Beyond (Straight and Gay) Marriage reframes the family-rights debate by arguing that marriage shouldn't bestow special legal privileges upon couples because people, both heterosexual and LGBT, live in a variety of relationships-including unmarried couples of any sexual orientation, single-parent households, extended biological family units, and myriad other familial configurations. Nancy D. Polikoff shows how the law can value all families, and why it must.
Polikoff wades through legislation and legalese with style and substance, plus a touch of flair. Impeccably researched, the book offers an evocative read that takes in the full breadth of the issues affecting marriages and avoids pedantry while remaining persuasive.—Publishers Weekly
"Polikoff's argument is provocative, illuminating, and original."—John D'Emilio, author of Lost Prophet: The Life and Times of Bayard Rustin
"The book many have been waiting for . . . Polikoff provides answers worth contemplation and implementation." —Ruthann Robson, Professor of Law and University Distinguished Professor, City University of New York School of Law, Women's Review of Books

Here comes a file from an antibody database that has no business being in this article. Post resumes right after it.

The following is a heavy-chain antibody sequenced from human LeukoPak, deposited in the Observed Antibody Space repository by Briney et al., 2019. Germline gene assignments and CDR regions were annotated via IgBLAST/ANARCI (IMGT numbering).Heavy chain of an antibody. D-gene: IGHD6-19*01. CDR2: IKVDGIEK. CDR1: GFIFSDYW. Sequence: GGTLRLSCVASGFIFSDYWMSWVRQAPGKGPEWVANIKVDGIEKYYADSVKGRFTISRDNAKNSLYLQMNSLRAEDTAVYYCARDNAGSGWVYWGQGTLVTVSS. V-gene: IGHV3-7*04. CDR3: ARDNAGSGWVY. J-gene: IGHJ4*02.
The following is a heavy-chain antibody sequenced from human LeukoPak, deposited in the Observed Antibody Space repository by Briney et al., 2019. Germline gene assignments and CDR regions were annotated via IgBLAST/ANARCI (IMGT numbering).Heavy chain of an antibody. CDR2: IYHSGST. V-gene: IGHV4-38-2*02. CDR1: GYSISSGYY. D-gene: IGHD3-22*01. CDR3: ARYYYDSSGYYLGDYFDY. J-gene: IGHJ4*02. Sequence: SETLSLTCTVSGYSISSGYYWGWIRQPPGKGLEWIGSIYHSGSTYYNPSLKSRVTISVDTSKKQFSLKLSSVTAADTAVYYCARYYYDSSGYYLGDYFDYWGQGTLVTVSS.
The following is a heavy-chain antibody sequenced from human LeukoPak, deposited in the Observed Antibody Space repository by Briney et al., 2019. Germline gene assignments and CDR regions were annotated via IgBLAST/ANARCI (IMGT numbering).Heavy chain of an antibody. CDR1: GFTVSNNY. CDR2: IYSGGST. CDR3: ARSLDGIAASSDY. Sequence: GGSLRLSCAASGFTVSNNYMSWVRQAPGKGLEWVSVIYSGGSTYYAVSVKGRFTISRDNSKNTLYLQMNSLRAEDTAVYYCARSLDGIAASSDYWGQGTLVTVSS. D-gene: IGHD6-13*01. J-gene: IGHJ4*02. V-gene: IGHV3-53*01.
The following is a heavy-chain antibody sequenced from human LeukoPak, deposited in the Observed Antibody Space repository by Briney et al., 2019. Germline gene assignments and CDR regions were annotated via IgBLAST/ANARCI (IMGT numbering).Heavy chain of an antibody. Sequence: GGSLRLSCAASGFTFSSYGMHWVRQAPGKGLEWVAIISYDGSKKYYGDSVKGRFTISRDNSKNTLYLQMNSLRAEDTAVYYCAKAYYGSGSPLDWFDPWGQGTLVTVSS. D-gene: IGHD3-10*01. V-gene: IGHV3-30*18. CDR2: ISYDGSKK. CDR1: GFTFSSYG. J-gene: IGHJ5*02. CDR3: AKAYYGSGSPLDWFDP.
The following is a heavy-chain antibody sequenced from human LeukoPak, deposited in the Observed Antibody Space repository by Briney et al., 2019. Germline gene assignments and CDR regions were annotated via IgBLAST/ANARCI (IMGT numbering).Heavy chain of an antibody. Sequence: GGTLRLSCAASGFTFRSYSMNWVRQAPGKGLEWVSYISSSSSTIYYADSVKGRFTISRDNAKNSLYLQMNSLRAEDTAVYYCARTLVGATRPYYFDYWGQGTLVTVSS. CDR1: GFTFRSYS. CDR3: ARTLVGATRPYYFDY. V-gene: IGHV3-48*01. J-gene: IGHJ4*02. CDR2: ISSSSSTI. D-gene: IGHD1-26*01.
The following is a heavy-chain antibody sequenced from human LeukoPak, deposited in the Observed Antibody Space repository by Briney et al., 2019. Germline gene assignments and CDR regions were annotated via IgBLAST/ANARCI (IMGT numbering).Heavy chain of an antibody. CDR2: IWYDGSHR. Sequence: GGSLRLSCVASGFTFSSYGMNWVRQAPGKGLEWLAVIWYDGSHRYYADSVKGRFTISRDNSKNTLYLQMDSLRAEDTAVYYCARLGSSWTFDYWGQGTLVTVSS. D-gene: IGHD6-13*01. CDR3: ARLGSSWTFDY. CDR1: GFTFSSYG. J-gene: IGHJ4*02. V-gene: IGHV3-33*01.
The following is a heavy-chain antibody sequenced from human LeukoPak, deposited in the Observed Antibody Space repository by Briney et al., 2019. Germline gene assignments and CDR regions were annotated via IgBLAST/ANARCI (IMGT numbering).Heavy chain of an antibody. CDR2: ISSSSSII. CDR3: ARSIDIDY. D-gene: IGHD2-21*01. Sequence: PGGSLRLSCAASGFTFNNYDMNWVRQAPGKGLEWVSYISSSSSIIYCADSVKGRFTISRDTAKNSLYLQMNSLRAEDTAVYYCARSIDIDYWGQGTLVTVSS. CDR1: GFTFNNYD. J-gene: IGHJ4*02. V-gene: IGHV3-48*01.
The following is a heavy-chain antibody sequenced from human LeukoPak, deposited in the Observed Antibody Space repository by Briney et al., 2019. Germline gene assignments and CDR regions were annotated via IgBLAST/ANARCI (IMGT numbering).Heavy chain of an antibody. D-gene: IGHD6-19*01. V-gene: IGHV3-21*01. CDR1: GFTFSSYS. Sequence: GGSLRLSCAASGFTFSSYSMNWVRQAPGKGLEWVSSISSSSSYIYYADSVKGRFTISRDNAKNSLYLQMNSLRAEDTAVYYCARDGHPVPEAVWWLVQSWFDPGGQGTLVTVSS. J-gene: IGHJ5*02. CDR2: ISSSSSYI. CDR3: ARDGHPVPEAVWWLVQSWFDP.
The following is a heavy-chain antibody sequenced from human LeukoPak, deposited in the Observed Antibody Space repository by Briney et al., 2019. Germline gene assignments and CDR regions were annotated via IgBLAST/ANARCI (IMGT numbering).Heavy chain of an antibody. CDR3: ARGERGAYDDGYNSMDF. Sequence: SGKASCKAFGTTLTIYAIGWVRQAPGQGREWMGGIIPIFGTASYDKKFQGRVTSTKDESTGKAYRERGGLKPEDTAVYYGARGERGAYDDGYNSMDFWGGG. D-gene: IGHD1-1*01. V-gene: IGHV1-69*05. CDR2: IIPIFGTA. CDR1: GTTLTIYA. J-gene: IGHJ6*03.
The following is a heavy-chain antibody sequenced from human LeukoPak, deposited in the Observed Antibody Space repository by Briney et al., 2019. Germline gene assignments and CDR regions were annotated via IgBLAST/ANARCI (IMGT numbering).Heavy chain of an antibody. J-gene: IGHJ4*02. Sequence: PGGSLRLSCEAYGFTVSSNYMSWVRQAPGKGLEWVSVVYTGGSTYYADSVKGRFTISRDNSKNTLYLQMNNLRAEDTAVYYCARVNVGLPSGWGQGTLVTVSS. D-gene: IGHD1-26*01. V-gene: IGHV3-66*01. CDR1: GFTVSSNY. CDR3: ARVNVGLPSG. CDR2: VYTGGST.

"Polikoff's book comes just in time . . . Using real case studies, Polikoff makes a strong case that furthering the legal protections for all people, regardless of relationship status, will help the LGBT community more than marriage itself."—Rachel Pepper, Curve Magazine
"A bold, detailed, reasoned (even subversive) tome that makes the case for moving the debate beyond the issue of marriage rights and into the realm of creating laws that protect all of us."—Scott Stiffler, Edge
"This book really matters. It is brilliant and thoughtful-not simply about a set of laws, it is a manifesto to transform the way we understand, recognize, and respect the reality of our diverse and complex family compositions."—Amber Hollibaugh, senior strategist, National Gay and Lesbian Task Force
"Polikoff mobilizes an impressive array of legal history and contemporary court cases to show how marriage, whether same-sex or heterosexual, has ceased to be the only place where people incur long-term obligations."—Stephanie Coontz, author of Marriage, a History: How Love Conquered Marriage